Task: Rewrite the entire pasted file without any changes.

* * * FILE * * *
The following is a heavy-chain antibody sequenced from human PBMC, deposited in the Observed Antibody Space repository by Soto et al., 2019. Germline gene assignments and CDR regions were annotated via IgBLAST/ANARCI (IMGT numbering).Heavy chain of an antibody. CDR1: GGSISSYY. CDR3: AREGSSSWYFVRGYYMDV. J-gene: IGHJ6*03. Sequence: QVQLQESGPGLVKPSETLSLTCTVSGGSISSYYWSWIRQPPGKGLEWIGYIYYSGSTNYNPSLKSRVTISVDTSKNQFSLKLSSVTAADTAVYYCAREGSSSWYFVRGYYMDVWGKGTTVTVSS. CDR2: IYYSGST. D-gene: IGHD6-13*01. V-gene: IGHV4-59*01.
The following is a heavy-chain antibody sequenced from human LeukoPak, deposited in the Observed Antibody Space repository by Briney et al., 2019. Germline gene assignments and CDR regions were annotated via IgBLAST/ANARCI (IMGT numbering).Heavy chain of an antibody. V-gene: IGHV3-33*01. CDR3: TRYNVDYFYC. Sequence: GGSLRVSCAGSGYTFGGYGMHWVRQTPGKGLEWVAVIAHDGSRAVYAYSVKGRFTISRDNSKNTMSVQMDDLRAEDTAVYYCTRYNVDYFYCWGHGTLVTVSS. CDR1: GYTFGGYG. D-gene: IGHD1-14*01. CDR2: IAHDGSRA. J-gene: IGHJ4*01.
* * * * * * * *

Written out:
The following is a heavy-chain antibody sequenced from human PBMC, deposited in the Observed Antibody Space repository by Soto et al., 2019. Germline gene assignments and CDR regions were annotated via IgBLAST/ANARCI (IMGT numbering).Heavy chain of an antibody. CDR1: GGSISSYY. CDR3: AREGSSSWYFVRGYYMDV. J-gene: IGHJ6*03. Sequence: QVQLQESGPGLVKPSETLSLTCTVSGGSISSYYWSWIRQPPGKGLEWIGYIYYSGSTNYNPSLKSRVTISVDTSKNQFSLKLSSVTAADTAVYYCAREGSSSWYFVRGYYMDVWGKGTTVTVSS. CDR2: IYYSGST. D-gene: IGHD6-13*01. V-gene: IGHV4-59*01.
The following is a heavy-chain antibody sequenced from human LeukoPak, deposited in the Observed Antibody Space repository by Briney et al., 2019. Germline gene assignments and CDR regions were annotated via IgBLAST/ANARCI (IMGT numbering).Heavy chain of an antibody. V-gene: IGHV3-33*01. CDR3: TRYNVDYFYC. Sequence: GGSLRVSCAGSGYTFGGYGMHWVRQTPGKGLEWVAVIAHDGSRAVYAYSVKGRFTISRDNSKNTMSVQMDDLRAEDTAVYYCTRYNVDYFYCWGHGTLVTVSS. CDR1: GYTFGGYG. D-gene: IGHD1-14*01. CDR2: IAHDGSRA. J-gene: IGHJ4*01.